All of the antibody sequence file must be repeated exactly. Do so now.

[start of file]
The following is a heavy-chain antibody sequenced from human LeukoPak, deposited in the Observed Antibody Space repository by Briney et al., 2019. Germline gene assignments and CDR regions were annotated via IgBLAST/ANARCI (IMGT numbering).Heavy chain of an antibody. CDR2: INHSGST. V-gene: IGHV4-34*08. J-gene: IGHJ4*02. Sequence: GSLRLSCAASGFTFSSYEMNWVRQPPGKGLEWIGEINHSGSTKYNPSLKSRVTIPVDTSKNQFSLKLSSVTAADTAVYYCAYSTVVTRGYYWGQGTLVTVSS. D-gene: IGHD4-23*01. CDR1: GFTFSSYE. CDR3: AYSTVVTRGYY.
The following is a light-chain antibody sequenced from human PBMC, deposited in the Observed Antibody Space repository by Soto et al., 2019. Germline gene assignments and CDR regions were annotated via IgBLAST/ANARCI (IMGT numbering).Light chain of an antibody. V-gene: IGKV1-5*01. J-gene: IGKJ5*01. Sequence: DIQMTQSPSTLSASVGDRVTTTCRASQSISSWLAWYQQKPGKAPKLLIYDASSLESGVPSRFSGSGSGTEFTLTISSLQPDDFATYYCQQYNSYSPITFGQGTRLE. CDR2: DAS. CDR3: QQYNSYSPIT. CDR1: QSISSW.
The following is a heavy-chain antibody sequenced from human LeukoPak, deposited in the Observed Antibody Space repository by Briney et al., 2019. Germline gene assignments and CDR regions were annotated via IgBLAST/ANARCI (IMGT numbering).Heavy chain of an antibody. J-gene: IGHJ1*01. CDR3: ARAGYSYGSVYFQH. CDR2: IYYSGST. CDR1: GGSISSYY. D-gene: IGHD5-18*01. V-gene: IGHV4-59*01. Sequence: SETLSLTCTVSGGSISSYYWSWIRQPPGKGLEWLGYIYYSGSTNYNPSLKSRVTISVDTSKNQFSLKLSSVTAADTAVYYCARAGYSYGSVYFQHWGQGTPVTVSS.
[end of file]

The following is a heavy-chain antibody sequenced from human LeukoPak, deposited in the Observed Antibody Space repository by Briney et al., 2019. Germline gene assignments and CDR regions were annotated via IgBLAST/ANARCI (IMGT numbering).Heavy chain of an antibody. CDR2: INHSGST. V-gene: IGHV4-34*08. J-gene: IGHJ4*02. Sequence: GSLRLSCAASGFTFSSYEMNWVRQPPGKGLEWIGEINHSGSTKYNPSLKSRVTIPVDTSKNQFSLKLSSVTAADTAVYYCAYSTVVTRGYYWGQGTLVTVSS. D-gene: IGHD4-23*01. CDR1: GFTFSSYE. CDR3: AYSTVVTRGYY.
The following is a light-chain antibody sequenced from human PBMC, deposited in the Observed Antibody Space repository by Soto et al., 2019. Germline gene assignments and CDR regions were annotated via IgBLAST/ANARCI (IMGT numbering).Light chain of an antibody. V-gene: IGKV1-5*01. J-gene: IGKJ5*01. Sequence: DIQMTQSPSTLSASVGDRVTTTCRASQSISSWLAWYQQKPGKAPKLLIYDASSLESGVPSRFSGSGSGTEFTLTISSLQPDDFATYYCQQYNSYSPITFGQGTRLE. CDR2: DAS. CDR3: QQYNSYSPIT. CDR1: QSISSW.
The following is a heavy-chain antibody sequenced from human LeukoPak, deposited in the Observed Antibody Space repository by Briney et al., 2019. Germline gene assignments and CDR regions were annotated via IgBLAST/ANARCI (IMGT numbering).Heavy chain of an antibody. J-gene: IGHJ1*01. CDR3: ARAGYSYGSVYFQH. CDR2: IYYSGST. CDR1: GGSISSYY. D-gene: IGHD5-18*01. V-gene: IGHV4-59*01. Sequence: SETLSLTCTVSGGSISSYYWSWIRQPPGKGLEWLGYIYYSGSTNYNPSLKSRVTISVDTSKNQFSLKLSSVTAADTAVYYCARAGYSYGSVYFQHWGQGTPVTVSS.